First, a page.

Michael L. Feinstein, P.A.

Protecting Your Company: When is it Time to Consider Legal Action?

If a supplier, competitor, business partner or former employee is interfering with your company's operations, it is important to know when is the right time to consider legal action. While litigation can be disruptive, it can also be necessary, and in some cases aggressive action can be critical to mitigating any economic or reputational harm. Here are seven examples of legal issues that will often require use of formal or informal dispute resolution methods to protect a company's long-term interests:

1. Breach of Contract

Contractual disputes can take a variety of forms; and, while renegotiation and other alternatives to litigation can provide cost-effective solutions in many circumstances, there are also many circumstances in which litigation will be the best - if not the only - option. Click to learn about common claims in business contract disputes.

2. Indemnification, Representations and Warranties

Along with substantive contract issues, issues involving the "boilerplate" terms - including indemnification, representations and warranties - will often lead to litigation as well. In fact, these often-misunderstood contract provisions are at the center of many complex commercial disputes, and companies that know how to use them effectively can significantly reduce their exposure when things go wrong.

3. Shareholder, Officer and Director Liability

Despite best-laid plans and careful corporate documentation, disputes will often arise between companies and their shareholders, officers and directors. Breaches of fiduciary duty, corporate fraud and other issues can cause substantial harm, and insurance and indemnification issues can escalate already-complex disputes.

4. Unfair Competition and Tortious Interference

Litigation between competitors often involves claims for unfair competition and tortious interference. When one company seek to take advantage of another company's goodwill or unlawfully harm its reputation, the long-term impact can be substantial, and immediate action can be crucial to curtailing any losses.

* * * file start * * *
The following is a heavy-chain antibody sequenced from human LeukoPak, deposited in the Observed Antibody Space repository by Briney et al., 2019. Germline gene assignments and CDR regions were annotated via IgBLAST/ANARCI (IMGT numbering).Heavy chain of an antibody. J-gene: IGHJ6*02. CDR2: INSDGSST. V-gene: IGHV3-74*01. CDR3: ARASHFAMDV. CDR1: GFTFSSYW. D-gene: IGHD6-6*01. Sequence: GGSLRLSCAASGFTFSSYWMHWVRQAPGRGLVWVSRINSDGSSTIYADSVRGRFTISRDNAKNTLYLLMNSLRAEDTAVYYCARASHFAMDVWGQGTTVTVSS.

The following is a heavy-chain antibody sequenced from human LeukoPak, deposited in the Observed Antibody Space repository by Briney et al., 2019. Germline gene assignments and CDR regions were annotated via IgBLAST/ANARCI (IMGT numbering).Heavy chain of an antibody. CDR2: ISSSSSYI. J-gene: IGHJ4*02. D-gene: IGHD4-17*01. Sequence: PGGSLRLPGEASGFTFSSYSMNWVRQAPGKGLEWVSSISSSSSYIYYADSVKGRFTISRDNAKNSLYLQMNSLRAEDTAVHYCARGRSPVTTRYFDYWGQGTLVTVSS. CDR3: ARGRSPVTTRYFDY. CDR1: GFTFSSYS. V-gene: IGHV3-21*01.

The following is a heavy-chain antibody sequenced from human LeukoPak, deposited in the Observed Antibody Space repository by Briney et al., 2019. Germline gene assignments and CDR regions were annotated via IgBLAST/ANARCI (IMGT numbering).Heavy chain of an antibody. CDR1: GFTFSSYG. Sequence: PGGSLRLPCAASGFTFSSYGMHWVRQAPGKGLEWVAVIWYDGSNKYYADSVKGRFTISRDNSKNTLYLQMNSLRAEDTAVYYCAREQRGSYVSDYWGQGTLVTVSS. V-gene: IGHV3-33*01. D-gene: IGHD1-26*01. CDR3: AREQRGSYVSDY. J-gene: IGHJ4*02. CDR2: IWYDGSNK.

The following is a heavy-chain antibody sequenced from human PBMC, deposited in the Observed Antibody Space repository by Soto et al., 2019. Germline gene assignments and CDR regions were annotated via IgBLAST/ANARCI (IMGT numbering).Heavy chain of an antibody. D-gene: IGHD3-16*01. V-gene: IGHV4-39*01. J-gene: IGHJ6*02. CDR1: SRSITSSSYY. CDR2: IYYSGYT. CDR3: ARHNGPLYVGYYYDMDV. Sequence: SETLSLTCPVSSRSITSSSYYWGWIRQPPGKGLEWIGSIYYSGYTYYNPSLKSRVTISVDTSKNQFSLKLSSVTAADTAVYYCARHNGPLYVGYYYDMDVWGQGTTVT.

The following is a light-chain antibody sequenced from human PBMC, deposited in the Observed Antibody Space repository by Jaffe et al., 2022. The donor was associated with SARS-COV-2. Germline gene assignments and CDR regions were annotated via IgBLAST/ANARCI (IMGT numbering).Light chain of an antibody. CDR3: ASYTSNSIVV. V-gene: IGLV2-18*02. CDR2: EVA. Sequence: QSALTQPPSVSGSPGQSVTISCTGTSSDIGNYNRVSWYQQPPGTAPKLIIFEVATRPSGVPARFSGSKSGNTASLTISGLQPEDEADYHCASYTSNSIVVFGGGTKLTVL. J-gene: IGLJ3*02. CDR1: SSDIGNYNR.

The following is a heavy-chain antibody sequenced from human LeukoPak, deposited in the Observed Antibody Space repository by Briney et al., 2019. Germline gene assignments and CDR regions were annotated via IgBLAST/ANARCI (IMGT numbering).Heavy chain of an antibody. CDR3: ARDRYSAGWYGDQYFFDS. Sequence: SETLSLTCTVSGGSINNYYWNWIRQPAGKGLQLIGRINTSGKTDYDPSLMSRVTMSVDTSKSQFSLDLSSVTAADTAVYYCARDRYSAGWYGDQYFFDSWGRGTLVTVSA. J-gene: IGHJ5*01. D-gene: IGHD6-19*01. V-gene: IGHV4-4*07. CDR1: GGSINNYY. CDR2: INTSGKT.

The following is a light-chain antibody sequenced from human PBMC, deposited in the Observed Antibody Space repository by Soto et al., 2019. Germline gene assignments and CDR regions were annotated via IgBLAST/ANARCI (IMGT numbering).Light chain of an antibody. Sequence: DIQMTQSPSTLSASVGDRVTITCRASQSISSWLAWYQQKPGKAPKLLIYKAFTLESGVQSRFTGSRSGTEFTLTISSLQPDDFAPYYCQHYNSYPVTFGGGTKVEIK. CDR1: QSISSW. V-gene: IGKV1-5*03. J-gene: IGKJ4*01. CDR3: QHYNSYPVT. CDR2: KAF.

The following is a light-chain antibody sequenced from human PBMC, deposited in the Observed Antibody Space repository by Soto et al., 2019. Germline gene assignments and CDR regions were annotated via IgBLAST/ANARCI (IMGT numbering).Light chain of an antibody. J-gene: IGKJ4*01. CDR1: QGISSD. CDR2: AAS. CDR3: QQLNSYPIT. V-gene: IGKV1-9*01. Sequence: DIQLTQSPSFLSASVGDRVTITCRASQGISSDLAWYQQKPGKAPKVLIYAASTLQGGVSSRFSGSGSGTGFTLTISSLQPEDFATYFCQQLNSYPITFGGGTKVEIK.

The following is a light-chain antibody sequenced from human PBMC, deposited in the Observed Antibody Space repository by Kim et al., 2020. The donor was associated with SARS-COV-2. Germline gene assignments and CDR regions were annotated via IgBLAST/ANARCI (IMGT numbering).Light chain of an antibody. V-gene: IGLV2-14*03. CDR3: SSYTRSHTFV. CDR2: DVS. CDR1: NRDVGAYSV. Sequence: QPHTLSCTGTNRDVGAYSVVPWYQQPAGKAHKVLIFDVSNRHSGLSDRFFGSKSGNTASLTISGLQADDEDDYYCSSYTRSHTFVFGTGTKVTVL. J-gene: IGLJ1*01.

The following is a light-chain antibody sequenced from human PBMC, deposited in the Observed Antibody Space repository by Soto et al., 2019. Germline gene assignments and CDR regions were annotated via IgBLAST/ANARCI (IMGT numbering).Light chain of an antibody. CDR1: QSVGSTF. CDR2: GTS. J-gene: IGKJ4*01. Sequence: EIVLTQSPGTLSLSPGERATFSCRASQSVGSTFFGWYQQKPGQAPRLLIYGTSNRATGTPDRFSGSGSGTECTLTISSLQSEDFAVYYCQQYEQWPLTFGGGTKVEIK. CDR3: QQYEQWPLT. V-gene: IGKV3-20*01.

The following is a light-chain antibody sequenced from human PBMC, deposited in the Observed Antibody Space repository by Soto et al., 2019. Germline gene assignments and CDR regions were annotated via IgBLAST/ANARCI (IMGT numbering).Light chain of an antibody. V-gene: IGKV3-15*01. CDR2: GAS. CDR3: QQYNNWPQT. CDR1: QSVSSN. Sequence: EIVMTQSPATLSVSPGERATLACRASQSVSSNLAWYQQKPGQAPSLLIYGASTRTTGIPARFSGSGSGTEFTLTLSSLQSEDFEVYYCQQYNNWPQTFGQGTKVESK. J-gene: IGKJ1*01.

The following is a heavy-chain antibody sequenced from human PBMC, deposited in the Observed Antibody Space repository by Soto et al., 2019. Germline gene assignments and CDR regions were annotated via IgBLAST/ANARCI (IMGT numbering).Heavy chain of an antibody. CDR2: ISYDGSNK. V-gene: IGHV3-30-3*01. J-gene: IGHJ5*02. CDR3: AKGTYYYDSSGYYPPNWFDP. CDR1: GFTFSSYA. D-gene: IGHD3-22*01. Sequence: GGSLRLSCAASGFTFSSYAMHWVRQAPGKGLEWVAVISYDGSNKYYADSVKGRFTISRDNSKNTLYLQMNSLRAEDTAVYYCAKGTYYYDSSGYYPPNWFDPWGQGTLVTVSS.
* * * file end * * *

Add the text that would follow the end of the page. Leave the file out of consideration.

5. Non-Compete Violations

Non-competition clauses are ubiquitous in commercial contracts; however, in practice, they are not often enforced. Should your company take action to enforce a non-compete? Here are some legal and practical considerations to help you weigh your options.

6. Protecting Your Company in a Third-Party Bankruptcy

If your company is facing substantial losses as a result of a third-party bankruptcy, you could potentially have a number of different options for avoiding discharge of your debt. Here are five examples of unlawful practices that can justify a denial of discharge in bankruptcy.

7. Issues Unique to Real Estate and Construction Disputes

From landlord-tenant disputes to construction defects, there are a variety of legal issues that are unique to the real estate industry. In addition to business and commercial issues such as those listed above, litigation between landlords, tenants, property owners, developers, contractors and subcontractors will often involve issues such as:

  • Commercial Evictions: Disputes concerning grounds for termination and accelerated rent.
  • Construction Defects and Disputes: Defects, contract defaults, professional malpractice, implied warranties and other construction-related issues.
  • Payment Disputes: "Pay-if-paid" versus "pay-when-paid" clauses and other payment-related disputes.

Speak with a Fort Lauderdale Commercial Litigation Attorney in Confidence

If you are facing a potential dispute and would like to discuss your options with a commercial litigation attorney, you can contact our offices in Fort Lauderdale, FL for a confidential consultation. To schedule an appointment at your convenience, please call (954) 767-9662 or inquire online today.

No Comments

Leave a comment
Comment Information

Send Your Case Details To An Attorney

Bold labels are required.

Contact Information

The use of the Internet or this form for communication with the firm or any individual member of the firm does not establish an attorney-client relationship. Confidential or time-sensitive information should not be sent through this form.


Privacy Policy


Fort Lauderdale Office
501 East Olas Blvd.
Suite 200
Fort Lauderdale, FL 33301

Phone: 954-546-7862
Phone: 954-767-9662
Fax: 954-525-4300
Fort Lauderdale Law Office Map

Boca Raton Office
2385 NW Executive Center Drive
Suite 100
Boca Raton, FL 33431

Phone: 954-546-7862
Phone: 561-760-9929
Fax: 561-962-2710
Map & Directions

Miami Office
701 Brickell Avenue
Suite 1550
Miami, FL 33131

Phone: 954-546-7862
Phone: 305-842-2730
Fax: 305-728-5288
Map & Directions

Contact Meticulous And Detail-Oriented Legal Help.

Call 954-546-7862 Now To Schedule Your Phone Consultation.